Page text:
The Outer Region of the Solar System

From the Lecture Series: A Field Guide to the Planets

By Sabine Stanley, Ph.D., John Hopkins University

Does the solar system end at Neptune? The answer is a strict no. There are four gas giants located in the outer region of the solar system, and the last planet is Neptune. However, the solar system is not just made up of planets, and the Sun’s gravity force reaches far beyond Neptune, pulling comets inwards.

Infinite space background with silhouette of telescope.
The solar system reaches far beyond the eight planets. (Image: Vadim Sadovski/Shutterstock)

The Solar System is divided into two main regions, each consisting of four primary planets. Mercury, Venus, Earth, and Mars create the inner region, while Jupiter, Saturn, Uranus, and Neptune make up the outer region. However, there are also moons, comets, dust, and energetic particles in the system. The Kuiper belt and Oort cloud are among the furthest solar system regions man has been able to reach until now.

Learn more about How Our Sun Defines Our Solar System.

Jupiter, the Giant with many Moons

Jupiter is the biggest planet in the solar system, with four large moons and at least 75 other smaller ones. Even though it is a gas giant, its diameter is less than 10% of the Sun’s. Jupiter is made up of hydrogen and helium, the same materials that build the Sun, from the surface to the core. Originally, the planet had a huge rocky-icy core that attracted vast amounts of hydrogen and helium, so vast that now the whole planet is made of gas.

There is no solid surface on Jupiter, but the gas gets denser, and temperatures rise the closer we get to the core, so hydrogen transforms into new phases. For example, at about 15,000 kilometers depth in Jupiter, the pressure reaches 2 million bars, and hydrogen turns into ‘metal.’ The pressure becomes so high that the hydrogen atoms are pressed close enough together for the electrons to move amongst the hydrogen nuclei freely, just like electrons do in metals on Earth.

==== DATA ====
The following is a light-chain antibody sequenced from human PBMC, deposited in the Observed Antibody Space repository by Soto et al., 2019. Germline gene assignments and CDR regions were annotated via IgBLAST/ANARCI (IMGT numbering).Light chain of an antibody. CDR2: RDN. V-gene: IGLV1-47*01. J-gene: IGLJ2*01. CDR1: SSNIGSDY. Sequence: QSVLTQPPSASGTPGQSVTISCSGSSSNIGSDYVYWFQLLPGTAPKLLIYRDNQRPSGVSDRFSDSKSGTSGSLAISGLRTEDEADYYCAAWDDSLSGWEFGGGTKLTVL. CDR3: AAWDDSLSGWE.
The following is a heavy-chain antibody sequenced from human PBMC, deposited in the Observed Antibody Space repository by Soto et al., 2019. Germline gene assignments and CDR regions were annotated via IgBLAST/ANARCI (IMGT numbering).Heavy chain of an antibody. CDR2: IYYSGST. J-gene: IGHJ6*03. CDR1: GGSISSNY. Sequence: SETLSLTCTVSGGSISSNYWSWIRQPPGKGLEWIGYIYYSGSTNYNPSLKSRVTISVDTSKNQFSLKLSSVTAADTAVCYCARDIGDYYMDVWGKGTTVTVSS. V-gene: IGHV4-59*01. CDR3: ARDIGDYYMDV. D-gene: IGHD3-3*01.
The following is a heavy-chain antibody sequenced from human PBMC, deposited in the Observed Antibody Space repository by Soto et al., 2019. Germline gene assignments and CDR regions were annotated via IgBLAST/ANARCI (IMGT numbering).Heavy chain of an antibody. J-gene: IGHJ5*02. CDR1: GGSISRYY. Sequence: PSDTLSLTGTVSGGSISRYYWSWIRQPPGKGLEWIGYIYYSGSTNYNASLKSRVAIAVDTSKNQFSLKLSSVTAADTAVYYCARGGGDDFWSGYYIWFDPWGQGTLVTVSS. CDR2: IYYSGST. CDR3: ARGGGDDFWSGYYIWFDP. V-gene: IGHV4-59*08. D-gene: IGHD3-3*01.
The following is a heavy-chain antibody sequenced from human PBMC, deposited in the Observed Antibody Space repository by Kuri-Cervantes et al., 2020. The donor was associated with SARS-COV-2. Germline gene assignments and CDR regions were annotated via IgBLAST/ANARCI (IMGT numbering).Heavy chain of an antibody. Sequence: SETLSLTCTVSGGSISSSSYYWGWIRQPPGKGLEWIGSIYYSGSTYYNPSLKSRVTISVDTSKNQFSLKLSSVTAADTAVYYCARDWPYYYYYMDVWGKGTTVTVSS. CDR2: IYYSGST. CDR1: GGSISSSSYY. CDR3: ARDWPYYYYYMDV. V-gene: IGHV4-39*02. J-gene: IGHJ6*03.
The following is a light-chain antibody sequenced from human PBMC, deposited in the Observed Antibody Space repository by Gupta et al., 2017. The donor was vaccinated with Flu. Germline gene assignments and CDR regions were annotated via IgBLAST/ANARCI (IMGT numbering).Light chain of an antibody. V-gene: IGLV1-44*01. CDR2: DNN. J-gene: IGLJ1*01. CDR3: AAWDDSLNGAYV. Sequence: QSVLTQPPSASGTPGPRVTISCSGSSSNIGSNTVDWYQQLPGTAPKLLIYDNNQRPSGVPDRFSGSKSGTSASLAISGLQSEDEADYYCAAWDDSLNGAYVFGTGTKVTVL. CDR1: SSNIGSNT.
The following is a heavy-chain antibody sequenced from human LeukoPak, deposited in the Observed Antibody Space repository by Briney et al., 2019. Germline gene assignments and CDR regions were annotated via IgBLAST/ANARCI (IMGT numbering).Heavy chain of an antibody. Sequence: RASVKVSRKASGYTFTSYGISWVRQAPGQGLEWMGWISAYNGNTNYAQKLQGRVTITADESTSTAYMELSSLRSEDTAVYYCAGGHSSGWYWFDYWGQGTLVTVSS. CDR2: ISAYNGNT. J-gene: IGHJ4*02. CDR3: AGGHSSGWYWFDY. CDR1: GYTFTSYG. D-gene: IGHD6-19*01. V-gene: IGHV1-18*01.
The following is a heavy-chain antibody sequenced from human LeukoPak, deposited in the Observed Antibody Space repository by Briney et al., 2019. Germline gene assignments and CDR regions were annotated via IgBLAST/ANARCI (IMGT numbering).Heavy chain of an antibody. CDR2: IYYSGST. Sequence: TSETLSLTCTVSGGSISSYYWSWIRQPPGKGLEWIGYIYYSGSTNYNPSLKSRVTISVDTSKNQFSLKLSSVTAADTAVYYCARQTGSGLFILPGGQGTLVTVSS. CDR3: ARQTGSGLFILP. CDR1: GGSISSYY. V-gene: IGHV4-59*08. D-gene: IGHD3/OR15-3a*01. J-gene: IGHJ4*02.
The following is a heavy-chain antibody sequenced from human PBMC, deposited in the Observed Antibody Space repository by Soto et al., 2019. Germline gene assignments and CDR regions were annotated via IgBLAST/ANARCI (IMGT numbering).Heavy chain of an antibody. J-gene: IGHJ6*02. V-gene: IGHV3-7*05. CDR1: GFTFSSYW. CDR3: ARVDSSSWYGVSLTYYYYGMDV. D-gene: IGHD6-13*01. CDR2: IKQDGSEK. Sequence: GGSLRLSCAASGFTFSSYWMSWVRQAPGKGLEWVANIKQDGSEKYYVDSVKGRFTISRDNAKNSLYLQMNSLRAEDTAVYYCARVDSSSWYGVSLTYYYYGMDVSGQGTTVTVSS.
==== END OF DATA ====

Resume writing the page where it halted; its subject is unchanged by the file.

This is a transcript from the video series A Field Guide to the Planets. Watch it now, on Wondrium.

View of Jupiter from space.
The Great Red Spot on Jupiter is a hurricane that has lasted since 1830. (Image: SquareMotion/Shutterstock)

Gas planets also experience immense storms. Jupiter has had a giant oval-shaped hurricane since 1830, called the Great Red Spot. The Great Red Spot is bigger than the Earth in horizontal extent and about 200 miles deep. Wind speed in this hurricane can reach 250 miles per hour. Another significant storm on Jupiter is a giant polar vortex surrounded by eight cyclones. Each cyclone is about the width of the United States.

Learn more about Mighty Jupiter, The Ruling Gas Giant.

Saturn, the Planet with Rings

Saturn is one of the gas giants in the outer region of the solar system. Like Jupiter, it is made of helium and hydrogen, but the rings around are unique to Saturn and its characteristics.

The rings around Saturn are made of particles ranging from dust to boulder size, from almost pure water ice. The particles orbit the planet in disks much thinner than paper, with a speed of 24 kilometers per second. There are waves formed among the particles as a result of gravitational forces from vibrations in Saturn and nearby moons. The same moons can cause large gaps in the rings. Pan is one of these moons, creating the Encke Gap in Saturn’s A ring with its 35-kilometer flat surface.